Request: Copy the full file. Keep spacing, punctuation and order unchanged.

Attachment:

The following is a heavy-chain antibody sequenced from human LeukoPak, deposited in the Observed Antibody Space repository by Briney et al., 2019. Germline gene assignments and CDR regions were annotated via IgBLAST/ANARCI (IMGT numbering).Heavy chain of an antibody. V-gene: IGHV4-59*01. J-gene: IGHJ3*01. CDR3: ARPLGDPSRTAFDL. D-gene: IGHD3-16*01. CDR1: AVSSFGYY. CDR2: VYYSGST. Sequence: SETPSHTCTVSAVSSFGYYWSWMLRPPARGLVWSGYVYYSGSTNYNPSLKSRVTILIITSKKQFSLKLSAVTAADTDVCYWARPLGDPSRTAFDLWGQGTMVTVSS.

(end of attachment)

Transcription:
The following is a heavy-chain antibody sequenced from human LeukoPak, deposited in the Observed Antibody Space repository by Briney et al., 2019. Germline gene assignments and CDR regions were annotated via IgBLAST/ANARCI (IMGT numbering).Heavy chain of an antibody. V-gene: IGHV4-59*01. J-gene: IGHJ3*01. CDR3: ARPLGDPSRTAFDL. D-gene: IGHD3-16*01. CDR1: AVSSFGYY. CDR2: VYYSGST. Sequence: SETPSHTCTVSAVSSFGYYWSWMLRPPARGLVWSGYVYYSGSTNYNPSLKSRVTILIITSKKQFSLKLSAVTAADTDVCYWARPLGDPSRTAFDLWGQGTMVTVSS.